- Full colour
- Soft Back, coffee table style book
- 96 pages
Complete Guide to Surfing Your Best – Nick Carroll: Designed to help you build your own surfing from the ground up how to develop unique technique and style on a wave, how to understand what’s going on around you in the lineup, how to tune your skills to the waves and boards you ride.
The Complete Guide to Surfing Your Best revised edition unlocks the core secrets of surfing skills and knowledge previously held only by the sport’s elite. This book is designed to help surfers of all abilities develop their own technique and style, and enjoy every wave to the utmost. Written and edited by the world’s most-respected surf journalist, Nick Carroll, this book carries no less than 500 instructional images.
The Complete Guide to Surfing Your Best volume two is a thoroughly revised update of the original Complete Guide, with heaps of new material.
Typically surfboards are measured in inches. The length is measured from the nose to the tail. Choosing the length of the surfboard is dependant on your size (weight, height), board type and waves conditions you wish to use the board for.
The widest point of the surfboard is measured from rail to rail. Generally the wider the surfboard the more stable the board, while a board with smaller width maintains better speed and performance.
Surfboard thickness is measured from the top deck to the bottom. The thickness again has a bearing on the board’s performance. Professional surfers will tend to go for the thinner boards as they are lighter and offer better performance.The thicker boards are stronger and because there is more foam under the surfer the boards are more stable.
The bottom curve of a surfboard. Generally the more rocker the surfboard has the more loose (manoeuvrable) the surfboard will be. Where the flatter rocker surfboards will be faster, although they will lack the looseness. The nose is the tip of the surfboard, the nose can vary in shapes and size. Basically the thinner the nose the more response the board will perform, while wider noses are better for stabilization.
Used to increase the strength of a surfboard, a stringer (normally made from wood) runs down the length of a surfboards (typically in the centre of the board from the tip of the nose to the tail).
Boards built with Epoxy, Carbon Fibre and soft boards generally don’t have stringers.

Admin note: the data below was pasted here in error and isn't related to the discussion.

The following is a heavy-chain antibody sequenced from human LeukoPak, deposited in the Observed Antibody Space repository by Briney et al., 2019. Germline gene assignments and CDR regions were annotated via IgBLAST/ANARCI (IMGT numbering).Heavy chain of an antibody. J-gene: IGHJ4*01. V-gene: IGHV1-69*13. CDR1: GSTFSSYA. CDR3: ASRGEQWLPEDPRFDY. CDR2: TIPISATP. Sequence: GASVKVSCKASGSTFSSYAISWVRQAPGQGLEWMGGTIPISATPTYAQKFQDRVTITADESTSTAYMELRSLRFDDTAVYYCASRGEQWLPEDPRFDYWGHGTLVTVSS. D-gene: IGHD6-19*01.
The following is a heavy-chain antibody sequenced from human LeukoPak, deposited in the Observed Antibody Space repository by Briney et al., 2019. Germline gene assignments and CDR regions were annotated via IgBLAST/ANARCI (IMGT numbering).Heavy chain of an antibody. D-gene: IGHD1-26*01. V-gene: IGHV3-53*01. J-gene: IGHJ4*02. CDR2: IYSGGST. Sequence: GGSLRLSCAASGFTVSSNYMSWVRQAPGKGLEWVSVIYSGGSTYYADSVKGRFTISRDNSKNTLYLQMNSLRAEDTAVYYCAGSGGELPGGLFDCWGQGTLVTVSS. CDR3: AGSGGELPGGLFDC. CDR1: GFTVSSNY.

Generally heavier surfers require larger fins to hold the waves better. Although if you prefer to ride a looser (less hold in the waves), smaller fins would be a better option.
Fin configurations have an effect on the ways your surfboards perform.
The following are some of the more common fin configurations.
The single fin was the original fin configuration for surfboards. Based on the idea of the sailboat keel. Single fins are added stabilization and control on the powerful, larger waves, although lack manoeuvrability
Are great for small waves, being fast and manoeuvrable, but when put into tight spots on larger waves, they become hard to control. Popular with Fish surfboards.
Widely recognized as the standard fin configuration, the thruster answers the shortcomings of the single fin and the twin fins configurations.
The thrusters give you stabilization, control and manoeuvrability in all types of surfing conditions.
This concept was the brainchild of Australia’s Simon Anderson
With four fins in the water, Quads boasts an extraordinary amount of holding power in larger surf.
You may think that having four fins would sacrifice speed by creating more drag, but this is not the case.
The both sets of fins are working together on the rail, which makers believe they creates less drag than a board with a centre fin.
The manoeuvrability isn’t sacrificed either, with fins directly under your back foot, the quads are very responsive.
Similar setup to the Twin Fin, although smaller (low profile) fins are generally placed wider (closer to the rails) on the surfboard.
Popular with Fish and Egg / Retro surfboards.
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